Experimental Brain Research

, Volume 217, Issue 3–4, pp 397–411 | Cite as

Caenorhabditis elegans as a model organism to study APP function

  • Collin Y. Ewald
  • Chris LiEmail author


The brains of Alzheimer’s disease patients show an increased number of senile plaques compared with normal patients. The major component of the plaques is the β-amyloid peptide, a cleavage product of the amyloid precursor protein (APP). Although the processing of APP has been well-described, the physiological functions of APP and its cleavage products remain unclear. This article reviews the multifunctional roles of an APP orthologue, the C. elegans APL-1. Understanding the function of APL-1 may provide insights into the functions and signaling pathways of human APP. In addition, the physiological effects of introducing human β-amyloid peptide into C. elegans are also reviewed. The C. elegans system provides a powerful genetic model to identify genes regulating the molecular mechanisms underlying intracellular β-amyloid peptide accumulation.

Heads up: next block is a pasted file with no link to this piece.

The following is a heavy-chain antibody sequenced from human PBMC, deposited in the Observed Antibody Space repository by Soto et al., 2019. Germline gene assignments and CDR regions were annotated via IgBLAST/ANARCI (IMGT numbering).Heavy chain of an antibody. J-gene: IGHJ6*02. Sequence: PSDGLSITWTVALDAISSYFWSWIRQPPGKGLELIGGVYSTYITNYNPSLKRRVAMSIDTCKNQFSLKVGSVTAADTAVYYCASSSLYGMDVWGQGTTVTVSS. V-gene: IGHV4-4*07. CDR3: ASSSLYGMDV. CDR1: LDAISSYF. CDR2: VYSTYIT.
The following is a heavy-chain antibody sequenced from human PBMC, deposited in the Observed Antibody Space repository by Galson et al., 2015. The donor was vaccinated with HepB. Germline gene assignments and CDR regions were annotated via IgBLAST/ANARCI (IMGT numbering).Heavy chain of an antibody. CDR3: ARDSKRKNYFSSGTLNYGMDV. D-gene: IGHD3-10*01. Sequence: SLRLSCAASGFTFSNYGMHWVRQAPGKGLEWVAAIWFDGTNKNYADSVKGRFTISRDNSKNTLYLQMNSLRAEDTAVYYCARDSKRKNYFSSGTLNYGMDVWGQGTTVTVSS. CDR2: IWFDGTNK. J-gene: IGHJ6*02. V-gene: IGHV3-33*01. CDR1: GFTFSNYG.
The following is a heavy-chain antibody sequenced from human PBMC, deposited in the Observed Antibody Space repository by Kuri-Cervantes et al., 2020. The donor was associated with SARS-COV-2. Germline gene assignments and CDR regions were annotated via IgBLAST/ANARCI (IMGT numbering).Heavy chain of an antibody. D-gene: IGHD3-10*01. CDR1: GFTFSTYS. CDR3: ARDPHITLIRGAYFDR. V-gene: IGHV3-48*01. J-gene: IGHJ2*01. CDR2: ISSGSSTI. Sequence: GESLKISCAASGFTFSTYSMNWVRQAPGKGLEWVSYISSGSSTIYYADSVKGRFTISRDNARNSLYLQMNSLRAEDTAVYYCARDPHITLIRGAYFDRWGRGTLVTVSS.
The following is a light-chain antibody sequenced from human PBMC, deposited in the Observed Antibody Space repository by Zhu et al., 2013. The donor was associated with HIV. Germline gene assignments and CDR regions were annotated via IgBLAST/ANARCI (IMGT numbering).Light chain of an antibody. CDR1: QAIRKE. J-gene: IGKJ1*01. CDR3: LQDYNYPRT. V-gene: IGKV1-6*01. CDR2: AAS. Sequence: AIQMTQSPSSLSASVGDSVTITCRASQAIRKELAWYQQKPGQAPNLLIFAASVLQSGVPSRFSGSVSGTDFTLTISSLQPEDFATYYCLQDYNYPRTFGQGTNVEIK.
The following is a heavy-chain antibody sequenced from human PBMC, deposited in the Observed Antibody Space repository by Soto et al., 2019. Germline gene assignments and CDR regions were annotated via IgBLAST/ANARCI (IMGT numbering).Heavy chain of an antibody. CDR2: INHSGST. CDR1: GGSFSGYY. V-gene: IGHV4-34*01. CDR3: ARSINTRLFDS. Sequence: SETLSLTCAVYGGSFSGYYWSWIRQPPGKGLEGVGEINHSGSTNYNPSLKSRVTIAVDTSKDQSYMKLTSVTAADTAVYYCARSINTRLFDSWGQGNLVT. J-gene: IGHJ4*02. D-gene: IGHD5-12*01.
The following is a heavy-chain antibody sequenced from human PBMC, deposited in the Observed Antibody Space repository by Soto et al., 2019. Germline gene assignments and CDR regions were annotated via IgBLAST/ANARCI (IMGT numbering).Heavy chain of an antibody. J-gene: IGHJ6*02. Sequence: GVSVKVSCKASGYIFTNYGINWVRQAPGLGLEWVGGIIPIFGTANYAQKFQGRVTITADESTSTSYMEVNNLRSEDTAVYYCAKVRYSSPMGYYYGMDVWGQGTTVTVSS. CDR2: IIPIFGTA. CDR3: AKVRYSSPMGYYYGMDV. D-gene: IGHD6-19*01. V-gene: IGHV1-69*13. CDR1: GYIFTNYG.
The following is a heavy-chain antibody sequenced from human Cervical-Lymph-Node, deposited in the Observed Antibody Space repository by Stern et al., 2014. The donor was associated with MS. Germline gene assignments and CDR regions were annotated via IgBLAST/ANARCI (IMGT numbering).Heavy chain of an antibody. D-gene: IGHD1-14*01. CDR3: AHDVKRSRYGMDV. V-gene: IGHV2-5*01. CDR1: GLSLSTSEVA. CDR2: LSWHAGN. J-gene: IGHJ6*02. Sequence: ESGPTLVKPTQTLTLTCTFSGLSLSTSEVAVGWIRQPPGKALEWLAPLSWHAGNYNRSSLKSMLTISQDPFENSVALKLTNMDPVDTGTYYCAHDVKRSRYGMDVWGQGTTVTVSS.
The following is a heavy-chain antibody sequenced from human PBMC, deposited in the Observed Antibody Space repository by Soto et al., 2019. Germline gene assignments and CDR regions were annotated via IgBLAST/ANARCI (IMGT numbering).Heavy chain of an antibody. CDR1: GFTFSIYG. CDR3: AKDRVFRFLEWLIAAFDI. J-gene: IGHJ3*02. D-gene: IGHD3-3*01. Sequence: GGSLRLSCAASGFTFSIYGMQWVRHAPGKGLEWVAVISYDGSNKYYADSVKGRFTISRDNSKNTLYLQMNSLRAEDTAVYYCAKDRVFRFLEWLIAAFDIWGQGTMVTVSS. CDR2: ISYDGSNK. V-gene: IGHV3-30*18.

Model system C. elegans apl-1 Alzheimer’s disease Beta amyloid 



We wish to thank Alicia Melendez for her kind gift of the C. elegans strain carrying [RFP::BEC-1], Chris Link, Andrea Silva, and Greg O’Connor for permission to cite unpublished observations and members of our laboratory for many helpful discussions. This work was supported by grants from the Alzheimer’s Association, National Science Foundation, and National Institutes of Health.


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© Springer-Verlag 2011

Authors and Affiliations

  1. 1.Graduate CenterCity University of New YorkNew YorkUSA
  2. 2.Department of BiologyCity College of New YorkNew YorkUSA

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